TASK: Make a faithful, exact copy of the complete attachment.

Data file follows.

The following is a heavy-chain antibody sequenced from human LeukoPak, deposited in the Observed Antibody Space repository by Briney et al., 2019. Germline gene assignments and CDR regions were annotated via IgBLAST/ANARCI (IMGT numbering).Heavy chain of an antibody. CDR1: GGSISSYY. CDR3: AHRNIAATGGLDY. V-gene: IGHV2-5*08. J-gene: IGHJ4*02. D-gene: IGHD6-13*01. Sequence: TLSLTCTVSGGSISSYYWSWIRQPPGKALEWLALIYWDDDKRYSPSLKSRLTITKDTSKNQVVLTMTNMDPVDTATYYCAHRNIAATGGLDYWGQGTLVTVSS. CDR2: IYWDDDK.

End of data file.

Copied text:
The following is a heavy-chain antibody sequenced from human LeukoPak, deposited in the Observed Antibody Space repository by Briney et al., 2019. Germline gene assignments and CDR regions were annotated via IgBLAST/ANARCI (IMGT numbering).Heavy chain of an antibody. CDR1: GGSISSYY. CDR3: AHRNIAATGGLDY. V-gene: IGHV2-5*08. J-gene: IGHJ4*02. D-gene: IGHD6-13*01. Sequence: TLSLTCTVSGGSISSYYWSWIRQPPGKALEWLALIYWDDDKRYSPSLKSRLTITKDTSKNQVVLTMTNMDPVDTATYYCAHRNIAATGGLDYWGQGTLVTVSS. CDR2: IYWDDDK.